Kenya’s chief opposition coalition the National Super Alliance (Nasa) has released its manifesto, where it makes a number of claims. We zeroed in.

Researched by Alphonce Shiundu

Kenya’s opposition party, National Super Alliance (NASA) presidential nominee Raila Odinga (C) and (from R), Bomet governor, Isaac Ruto, running-mate, Kalonzo Musyoka, Musalia Mudavadi and Moses Wetangula present themselves to their supporters at a rally in the Kenyan capital, Nairobi, ahead of Kenya’s presidential elections in August on June 27, 2017. / AFP PHOTO / TONY KARUMBA

Its promises season in Kenya, as the country looks to a general election on 8 August. This week we fact-checked the ruling Jubilee party’s manifesto as it seeks a second term.

The National Super Alliance (Nasa), seen as Jubilee’s main rival, has also launched its manifesto. But Nasa’s document is not without confusion  – two versions are publicly available, one said to be focused on policy and the other implementation.

Nasa leader Raila Odinga  downplayed their existence, saying both documents spoke to the other. Dr David Ndii, a prominent Kenyan economist who led the team that wrote the manifesto told Africa Check that only this version is authentic.

“Make sure you are fact-checking the correct document. There are all sorts of documents out there, Ndii said. “Look for the one titled ‘A Strong Nation ‘… ignore the other ones.”

The country’s foreign debt in March 2013 when the Jubilee administration was elected was KSh816 billion according to the Central Bank of Kenya’s records on public debt.

When Jubilee begun its first full financial year on 1 July 2013, the debt was at KSh843.6 billion. This is also reflected in the economic survey 2017, the country’s official annual statistics report. Foreign debt ended the year at KSh922.4 billion.

In March 2017, when the most recent data is available, foreign debt was KSh2.16 trillion. (It was at KSh1.89 trillion at the end of December 2016 – the level referred to in the claim.)

It is correct that foreign debt has increased “two-fold” since 2013 as the manifesto says, but it is more than 115%. It is now at 156%.

Provisional figures from the economic survey 2017 show that in 2016 there were 757, 904 students enrolled in Form 1 – the first year of secondary school. These numbers are sourced from the ministry of education.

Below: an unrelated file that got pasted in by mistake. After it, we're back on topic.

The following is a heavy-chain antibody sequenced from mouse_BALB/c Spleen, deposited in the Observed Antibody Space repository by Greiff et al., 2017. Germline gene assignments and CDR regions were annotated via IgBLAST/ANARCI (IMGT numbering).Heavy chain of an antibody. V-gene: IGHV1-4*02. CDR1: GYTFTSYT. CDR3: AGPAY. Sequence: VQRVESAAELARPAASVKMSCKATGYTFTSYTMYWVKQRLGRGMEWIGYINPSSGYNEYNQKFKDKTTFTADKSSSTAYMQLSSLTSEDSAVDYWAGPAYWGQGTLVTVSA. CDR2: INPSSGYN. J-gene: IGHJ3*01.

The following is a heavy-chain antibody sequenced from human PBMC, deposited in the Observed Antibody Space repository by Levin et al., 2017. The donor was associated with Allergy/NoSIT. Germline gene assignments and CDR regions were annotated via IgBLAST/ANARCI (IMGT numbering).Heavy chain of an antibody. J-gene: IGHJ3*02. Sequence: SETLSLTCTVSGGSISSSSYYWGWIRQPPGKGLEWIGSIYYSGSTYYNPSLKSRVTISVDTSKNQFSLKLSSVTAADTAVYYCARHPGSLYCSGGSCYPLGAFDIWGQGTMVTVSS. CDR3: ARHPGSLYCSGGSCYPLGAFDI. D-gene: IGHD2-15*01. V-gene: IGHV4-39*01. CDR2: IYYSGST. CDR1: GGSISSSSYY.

Kenya National Examinations Council numbers show 927,789 pupils sat for the final primary school examination in 2015. This means 81.7% pupils made the transition to secondary school.

Form 1 transition figures for 2015, 2014 and 2013 are 81.9%, 76.1% and 70% respectively, all significantly higher than the manifesto’s claim of “only half”.

Some 562,296 students were enrolled in the final year of secondary school in 2016, according to ministry of education figures. These learners would have completed primary school in 2012.

In that year there were 882,800 pupils in Standard 8, the final year of primary school, 811, 930 of whom sat the final examination. This means 30% of students in the 2012 final year primary school cohort did not make it to the final year of secondary school.

For 2015, 2014 and 2013 this number is 34%, 37% and 38% respectively. Early marriages especially for girls in far-flung areas and a lack of awareness about basic education contributed to the high attrition rate, an educator said.

“But high school fees is the number one reason for the drop outs,” Kahi Indimuli, who is chairman of the Kenya Secondary School Heads Association, told Africa Check.

“Over 75% of total maize output is produced by smallholder farmers,” the Tegemeo Institute of Agricultural Policy and Development, an agricultural think-tank based at Egerton University, says in a 2017 brief.

One of the document’s authors, Dr Timothy Njagi, told Africa Check this number was based on the organisation’s research.

The number has durability: the African Development Bank in 2010 research noted that smallholder farmers in many East African countries including Kenya account for “about 75% of agricultural production”. It also said yield is 1.8 tonnes per hectare, or about eight bags an acre.

Tegemeo in a  2012 study estimated the average Kenyan farm yield as 1,934 Kg of maize per hectare. The crop in Kenya is usually packed in 90-Kg bags, making for 21.5 bags a hectare and about 8.6 bags per acre.

Figures sourced from the Food and Agriculture Organisation in 2015 by the International Maize and Wheat Improvement Centre show that productivity “stagnated between 2000 and 2013”. According to the centre the average yield is 1622kg/ha, or 7.3 bags per acre.

“It is true that the maize yield has stagnated at that range. Currently, it’s seven bags/acre,” Dr Njagi told Africa Check, highlighting this study. “It’s also true that our current potential ranges from 27-30 bags per acre. These estimates are arrived at by using the acreage under maize production and the maize harvested from that area.”

The Kenya Seed Company, a state corporation, also notes that it has developed maize varieties that could yield up to 40 bags an acre if the farmer practices “good husbandry” and uses the right inputs.

The most recent data from the Kenya National Bureau of Statistics shows a steady decline in holidaymaker arrivals in the country. In 2012 they were at 1.2 million, falling to 844,800 in 2015. There was a temporary recovery in 2016 to 962,600 arrivals.

In 2015, the data agency noted that “both visitor arrivals and tourism earnings have maintained a downward trend since 2012”. It blamed this on insecurity including terrorism, the Ebola outbreak in some West African countries and travel advisories [from source markets such as the US].

Holidaymaker arrivals thus declined four years in a row but recovered in 2016. We thus rate the claim mostly correct.